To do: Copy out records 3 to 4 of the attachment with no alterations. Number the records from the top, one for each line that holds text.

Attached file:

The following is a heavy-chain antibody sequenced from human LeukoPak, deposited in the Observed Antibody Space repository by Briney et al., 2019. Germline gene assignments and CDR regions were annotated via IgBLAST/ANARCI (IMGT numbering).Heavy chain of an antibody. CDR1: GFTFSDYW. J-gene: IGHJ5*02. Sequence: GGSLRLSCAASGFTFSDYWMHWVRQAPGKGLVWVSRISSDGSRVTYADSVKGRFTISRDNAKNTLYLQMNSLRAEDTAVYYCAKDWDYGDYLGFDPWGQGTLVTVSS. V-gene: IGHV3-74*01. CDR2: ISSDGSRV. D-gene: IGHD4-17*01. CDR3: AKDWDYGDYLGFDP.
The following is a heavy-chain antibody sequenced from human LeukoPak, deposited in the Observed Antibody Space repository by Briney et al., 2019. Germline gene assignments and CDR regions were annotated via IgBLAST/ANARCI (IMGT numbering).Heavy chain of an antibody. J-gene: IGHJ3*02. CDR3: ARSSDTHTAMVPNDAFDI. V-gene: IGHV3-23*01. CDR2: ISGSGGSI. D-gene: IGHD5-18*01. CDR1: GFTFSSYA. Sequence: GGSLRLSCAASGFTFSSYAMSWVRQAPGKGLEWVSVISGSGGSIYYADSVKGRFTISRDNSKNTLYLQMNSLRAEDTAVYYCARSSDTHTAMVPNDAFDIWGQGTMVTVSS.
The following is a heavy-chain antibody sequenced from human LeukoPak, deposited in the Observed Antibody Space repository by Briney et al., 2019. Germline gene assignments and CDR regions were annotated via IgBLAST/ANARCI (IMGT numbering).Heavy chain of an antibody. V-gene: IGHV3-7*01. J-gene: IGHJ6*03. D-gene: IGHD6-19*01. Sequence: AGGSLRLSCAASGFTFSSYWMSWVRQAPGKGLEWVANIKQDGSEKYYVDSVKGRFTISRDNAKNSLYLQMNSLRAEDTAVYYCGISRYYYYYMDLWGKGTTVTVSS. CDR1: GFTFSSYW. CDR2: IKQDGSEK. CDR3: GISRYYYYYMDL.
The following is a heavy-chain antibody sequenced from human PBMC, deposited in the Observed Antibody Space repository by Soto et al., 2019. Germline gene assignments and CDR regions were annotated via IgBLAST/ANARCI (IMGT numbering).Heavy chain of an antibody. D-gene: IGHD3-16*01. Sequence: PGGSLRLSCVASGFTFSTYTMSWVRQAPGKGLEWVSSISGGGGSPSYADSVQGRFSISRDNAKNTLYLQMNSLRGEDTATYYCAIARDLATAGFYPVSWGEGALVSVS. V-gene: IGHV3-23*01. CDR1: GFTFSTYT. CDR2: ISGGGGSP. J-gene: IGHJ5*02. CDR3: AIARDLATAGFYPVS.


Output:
The following is a heavy-chain antibody sequenced from human LeukoPak, deposited in the Observed Antibody Space repository by Briney et al., 2019. Germline gene assignments and CDR regions were annotated via IgBLAST/ANARCI (IMGT numbering).Heavy chain of an antibody. V-gene: IGHV3-7*01. J-gene: IGHJ6*03. D-gene: IGHD6-19*01. Sequence: AGGSLRLSCAASGFTFSSYWMSWVRQAPGKGLEWVANIKQDGSEKYYVDSVKGRFTISRDNAKNSLYLQMNSLRAEDTAVYYCGISRYYYYYMDLWGKGTTVTVSS. CDR1: GFTFSSYW. CDR2: IKQDGSEK. CDR3: GISRYYYYYMDL.
The following is a heavy-chain antibody sequenced from human PBMC, deposited in the Observed Antibody Space repository by Soto et al., 2019. Germline gene assignments and CDR regions were annotated via IgBLAST/ANARCI (IMGT numbering).Heavy chain of an antibody. D-gene: IGHD3-16*01. Sequence: PGGSLRLSCVASGFTFSTYTMSWVRQAPGKGLEWVSSISGGGGSPSYADSVQGRFSISRDNAKNTLYLQMNSLRGEDTATYYCAIARDLATAGFYPVSWGEGALVSVS. V-gene: IGHV3-23*01. CDR1: GFTFSTYT. CDR2: ISGGGGSP. J-gene: IGHJ5*02. CDR3: AIARDLATAGFYPVS.